WASHINGTON, Oct. 23, 2003 — Genome sequences and supercomputers are fueling today’s breakthroughs in vaccine science, a field that emerged more than 200 years ago after Edward Jenner discovered that a case of cowpox protected milkmaids from smallpox. Using a new approach called “reverse vaccinology,” researchers are mining the genome sequences of microbes to develop potential vaccines for a variety of treacherous diseases including hepatitis C, meningitis, chlamydia and the plague — a potential bioterror weapon.
More from TODAY.com
At Home with TODAY: Sheinelle Jones is inviting you for the holidays
Sheinelle Jones may be the newest kid on the TODAY block, but she’s already inviting you over for the holidays. As part of...
- Grab these secrets for 5 instant party appetizers
- 7 secrets of stylish travelers: Hint! leave the sweats at home
- Watch this boy realize Santa is actually his Air Force dad
- From iPads to Fitbits: How to set up your holiday tech gifts
- At Home with TODAY: Sheinelle Jones is inviting you for the holidays
Scientists describe these developments in a special report on genomic medicine, in Friday’s issue of the journal Science published by the American Association for the Advancement of Science, the nonprofit science society.
Researchers have now sequenced the genomes of 140 bacteria and 1,600 viruses, according to Science authors Rino Rappuoli and Antonello Covacci of the Immunological Research Institute of Siena and Chiron Vaccines.
In this quantity there is also quality.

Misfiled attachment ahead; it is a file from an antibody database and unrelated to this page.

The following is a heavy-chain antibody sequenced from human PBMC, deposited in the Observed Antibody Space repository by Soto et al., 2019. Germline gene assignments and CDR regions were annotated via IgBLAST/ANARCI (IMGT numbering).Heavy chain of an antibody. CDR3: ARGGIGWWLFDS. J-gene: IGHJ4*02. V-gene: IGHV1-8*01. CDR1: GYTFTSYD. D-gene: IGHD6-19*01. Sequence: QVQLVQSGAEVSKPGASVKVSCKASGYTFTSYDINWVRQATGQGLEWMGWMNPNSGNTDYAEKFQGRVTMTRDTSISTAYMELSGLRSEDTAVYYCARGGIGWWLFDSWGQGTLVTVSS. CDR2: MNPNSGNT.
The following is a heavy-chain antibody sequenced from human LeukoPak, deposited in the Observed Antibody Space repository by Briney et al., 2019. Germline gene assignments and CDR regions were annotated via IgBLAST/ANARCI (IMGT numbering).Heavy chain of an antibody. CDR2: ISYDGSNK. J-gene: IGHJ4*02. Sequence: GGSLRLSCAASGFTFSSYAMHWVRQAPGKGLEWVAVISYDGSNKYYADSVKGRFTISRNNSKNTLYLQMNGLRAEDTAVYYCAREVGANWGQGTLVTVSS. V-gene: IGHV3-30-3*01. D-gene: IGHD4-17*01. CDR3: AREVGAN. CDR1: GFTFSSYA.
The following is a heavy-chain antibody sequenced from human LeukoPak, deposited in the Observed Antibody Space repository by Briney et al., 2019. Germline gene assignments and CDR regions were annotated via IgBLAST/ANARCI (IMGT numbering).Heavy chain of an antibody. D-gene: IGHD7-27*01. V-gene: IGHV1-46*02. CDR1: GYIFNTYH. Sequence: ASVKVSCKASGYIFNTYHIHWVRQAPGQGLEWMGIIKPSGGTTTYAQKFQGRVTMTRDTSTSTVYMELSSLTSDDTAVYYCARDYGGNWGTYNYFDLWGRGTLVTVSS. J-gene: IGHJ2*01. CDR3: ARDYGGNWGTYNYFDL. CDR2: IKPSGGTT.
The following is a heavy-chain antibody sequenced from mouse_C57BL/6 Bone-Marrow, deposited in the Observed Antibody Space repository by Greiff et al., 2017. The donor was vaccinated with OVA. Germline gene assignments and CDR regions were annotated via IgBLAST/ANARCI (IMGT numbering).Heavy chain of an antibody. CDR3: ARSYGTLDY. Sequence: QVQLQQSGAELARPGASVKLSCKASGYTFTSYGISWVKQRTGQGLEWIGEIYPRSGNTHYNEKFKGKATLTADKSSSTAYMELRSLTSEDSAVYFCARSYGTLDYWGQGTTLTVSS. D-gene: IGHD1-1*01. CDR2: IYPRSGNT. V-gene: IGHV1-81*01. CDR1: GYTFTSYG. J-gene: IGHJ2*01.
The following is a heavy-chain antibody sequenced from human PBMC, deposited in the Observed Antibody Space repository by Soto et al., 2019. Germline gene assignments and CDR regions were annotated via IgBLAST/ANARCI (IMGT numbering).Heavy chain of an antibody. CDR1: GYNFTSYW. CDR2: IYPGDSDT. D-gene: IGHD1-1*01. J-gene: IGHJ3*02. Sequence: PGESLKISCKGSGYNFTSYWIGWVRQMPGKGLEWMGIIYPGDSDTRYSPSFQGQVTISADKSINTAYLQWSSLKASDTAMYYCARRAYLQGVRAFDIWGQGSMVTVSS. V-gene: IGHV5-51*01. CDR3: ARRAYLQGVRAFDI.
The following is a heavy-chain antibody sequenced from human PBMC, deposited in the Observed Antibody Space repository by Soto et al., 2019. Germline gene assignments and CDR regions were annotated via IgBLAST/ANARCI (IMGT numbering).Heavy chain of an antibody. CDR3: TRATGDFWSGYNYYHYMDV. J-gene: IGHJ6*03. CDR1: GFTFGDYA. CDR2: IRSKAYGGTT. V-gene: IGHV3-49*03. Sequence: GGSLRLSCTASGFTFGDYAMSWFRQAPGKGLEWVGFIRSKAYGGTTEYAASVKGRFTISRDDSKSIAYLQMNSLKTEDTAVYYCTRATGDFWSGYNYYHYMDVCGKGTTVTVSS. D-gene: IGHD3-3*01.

“In all cases, the new technology has identified treasure troves of novel vaccine candidates,” Rappuoli and Covacci report. They cite the rapid sequencing of the virus that causes Severe Acute Respiratory Syndrome, or SARS, as an example of the speed with which genomic information can provide answers to pressing questions.
Moving foward in reverse
In their Science article, Rappuoli and Covacci describe how scientists around the world are using the genomic information from harmful bacteria and viruses to make vaccines that could not be made using standard techniques.
Conventional vaccine development requires researchers to grow microbes in the lab and harvest proteins that they hope will lead to a vaccine. Some microbes, such as hepatitis B, won’t grow in test tubes, however. Through a reverse-vaccine-development approach, the virus’ genome sequence finally yielded the information needed to make the hepatitis B vaccines now used around the world.
In the reverse approach, scientists armed with gene-sifting computer programs identify slices of genomes that might code for a microbe’s surface proteins. If a surface protein elicits the right immune response, it can be used make a vaccine. Vaccines introduce the immune system to a specific pathogen and give it the information it needs to be ready for a real invasion.
To move from databases of microbe genomes to vaccines, scientists insert highlighted pathogen genes into E. coli bacteria. These living factories manufacture proteins based on the genetic instructions the scientists give them. Next, researchers collect the proteins from E. coli and test the immune systems of mice to see if the vaccine protected the mice from the disease.